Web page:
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When declaring variables at the top of the JavaScript function, is it best practice to set them equal to null, or leave as 'undefined'? Another way to ask, what circumstances call for each option below?

Option A:

var a = null,
    b = null;

Option B:

var a,
    b;
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I'll go with option b –  Mr. Alien May 10 '13 at 3:39
1  
@Mr.Alien - agreed. There is no reason to use the = null version unless it actually matters that the variable values are null instead of undefined. –  Michael Geary May 10 '13 at 3:47

5 Answers 5

up vote 2 down vote accepted

I declare them as undefined when I don't assign a value because they are undefined after all.

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It depends on the context.

  • "undefined" means this value does not exist. typeof returns "undefined"

  • "null" means this value exists with an empty value. When you use typeof to test for "null", you will see that it's an object. Other case when you serialize "null" value to backend server like asp.net mvc, the server will receive "null", but when you serialize "undefined", the server is unlikely to receive a value.

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The short answer is is that it doesn't make a difference because of the way it runs through the stack. However there are some situations where it would be better when dealing variables outside of the scope.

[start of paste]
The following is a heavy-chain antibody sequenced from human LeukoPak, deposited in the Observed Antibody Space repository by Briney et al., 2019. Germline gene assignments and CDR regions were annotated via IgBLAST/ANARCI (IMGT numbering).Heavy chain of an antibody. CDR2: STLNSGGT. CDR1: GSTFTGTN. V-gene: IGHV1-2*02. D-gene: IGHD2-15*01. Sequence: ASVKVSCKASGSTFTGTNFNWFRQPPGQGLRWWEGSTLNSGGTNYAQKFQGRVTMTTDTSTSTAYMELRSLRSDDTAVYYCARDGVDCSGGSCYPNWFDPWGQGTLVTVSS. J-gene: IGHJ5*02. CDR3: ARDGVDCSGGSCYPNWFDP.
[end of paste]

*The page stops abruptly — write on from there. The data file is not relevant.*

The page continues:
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2  
I'm sorry, but that answer doesn't make any sense at all. It has nothing to do with any stack, and nothing to do with scope. One version sets the variable values to null, and the other sets them to undefined. That's the only difference; there's no connection to any of the things you mentioned. –  Michael Geary May 10 '13 at 3:46

Generally, I use null for values that I know can have a "null" state; for example

if(jane.isManager == false){
  jane.employees = null
}

Otherwise, if its a variable or function that's not defined yet (and thus, is not "usable" at the moment) but is supposed to be setup later, I usually leave it undefined.

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The only time you need to set it (or not) is if you need to explicitly check that a variable a is set exactly to null or undefined.

if(a === null) {

}

...is not the same as:

if(a === undefined) {

}

That said, a == null && a == undefined will return true.

Fiddle

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Checking for null in this case is not good. As it violates the "avoid null comparsions" best practice in javascript. You should compare against null only for DOM object (my.safaribooksonline.com/book/programming/javascript/…) –  Khanh TO May 10 '13 at 4:04
    
I don't agree; all we want to do is see if a variable is actually null or undefined - which are totally valid checks. I do agree that in your cited example it's a bad idea to check against null, but that's just one case :) –  jterry May 10 '13 at 4:09

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